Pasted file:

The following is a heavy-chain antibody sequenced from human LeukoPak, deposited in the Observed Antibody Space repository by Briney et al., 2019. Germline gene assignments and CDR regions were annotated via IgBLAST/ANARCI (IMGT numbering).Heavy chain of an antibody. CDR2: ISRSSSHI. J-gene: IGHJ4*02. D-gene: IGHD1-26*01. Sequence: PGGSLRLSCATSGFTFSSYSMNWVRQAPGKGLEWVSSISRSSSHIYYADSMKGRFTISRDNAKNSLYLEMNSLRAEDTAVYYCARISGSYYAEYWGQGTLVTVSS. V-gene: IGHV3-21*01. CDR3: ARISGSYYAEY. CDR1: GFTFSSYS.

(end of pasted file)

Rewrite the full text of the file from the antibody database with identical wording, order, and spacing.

The following is a heavy-chain antibody sequenced from human LeukoPak, deposited in the Observed Antibody Space repository by Briney et al., 2019. Germline gene assignments and CDR regions were annotated via IgBLAST/ANARCI (IMGT numbering).Heavy chain of an antibody. CDR2: ISRSSSHI. J-gene: IGHJ4*02. D-gene: IGHD1-26*01. Sequence: PGGSLRLSCATSGFTFSSYSMNWVRQAPGKGLEWVSSISRSSSHIYYADSMKGRFTISRDNAKNSLYLEMNSLRAEDTAVYYCARISGSYYAEYWGQGTLVTVSS. V-gene: IGHV3-21*01. CDR3: ARISGSYYAEY. CDR1: GFTFSSYS.